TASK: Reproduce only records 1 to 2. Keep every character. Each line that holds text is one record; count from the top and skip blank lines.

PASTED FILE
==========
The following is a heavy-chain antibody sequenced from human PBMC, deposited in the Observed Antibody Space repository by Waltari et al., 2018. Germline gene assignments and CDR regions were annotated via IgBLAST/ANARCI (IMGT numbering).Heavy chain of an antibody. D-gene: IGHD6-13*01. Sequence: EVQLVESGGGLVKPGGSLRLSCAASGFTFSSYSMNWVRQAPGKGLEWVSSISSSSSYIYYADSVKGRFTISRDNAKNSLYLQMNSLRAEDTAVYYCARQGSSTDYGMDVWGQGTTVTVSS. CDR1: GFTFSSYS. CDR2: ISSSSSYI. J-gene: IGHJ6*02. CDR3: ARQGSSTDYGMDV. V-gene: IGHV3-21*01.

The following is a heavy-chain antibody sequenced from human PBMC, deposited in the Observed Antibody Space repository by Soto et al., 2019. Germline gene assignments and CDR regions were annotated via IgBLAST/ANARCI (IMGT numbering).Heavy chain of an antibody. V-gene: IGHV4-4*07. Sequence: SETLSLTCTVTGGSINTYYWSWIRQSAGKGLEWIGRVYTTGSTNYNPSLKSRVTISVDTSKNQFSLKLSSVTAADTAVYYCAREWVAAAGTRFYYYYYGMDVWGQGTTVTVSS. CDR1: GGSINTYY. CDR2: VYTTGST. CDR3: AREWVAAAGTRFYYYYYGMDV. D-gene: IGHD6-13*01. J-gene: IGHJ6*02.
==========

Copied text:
The following is a heavy-chain antibody sequenced from human PBMC, deposited in the Observed Antibody Space repository by Waltari et al., 2018. Germline gene assignments and CDR regions were annotated via IgBLAST/ANARCI (IMGT numbering).Heavy chain of an antibody. D-gene: IGHD6-13*01. Sequence: EVQLVESGGGLVKPGGSLRLSCAASGFTFSSYSMNWVRQAPGKGLEWVSSISSSSSYIYYADSVKGRFTISRDNAKNSLYLQMNSLRAEDTAVYYCARQGSSTDYGMDVWGQGTTVTVSS. CDR1: GFTFSSYS. CDR2: ISSSSSYI. J-gene: IGHJ6*02. CDR3: ARQGSSTDYGMDV. V-gene: IGHV3-21*01.

The following is a heavy-chain antibody sequenced from human PBMC, deposited in the Observed Antibody Space repository by Soto et al., 2019. Germline gene assignments and CDR regions were annotated via IgBLAST/ANARCI (IMGT numbering).Heavy chain of an antibody. V-gene: IGHV4-4*07. Sequence: SETLSLTCTVTGGSINTYYWSWIRQSAGKGLEWIGRVYTTGSTNYNPSLKSRVTISVDTSKNQFSLKLSSVTAADTAVYYCAREWVAAAGTRFYYYYYGMDVWGQGTTVTVSS. CDR1: GGSINTYY. CDR2: VYTTGST. CDR3: AREWVAAAGTRFYYYYYGMDV. D-gene: IGHD6-13*01. J-gene: IGHJ6*02.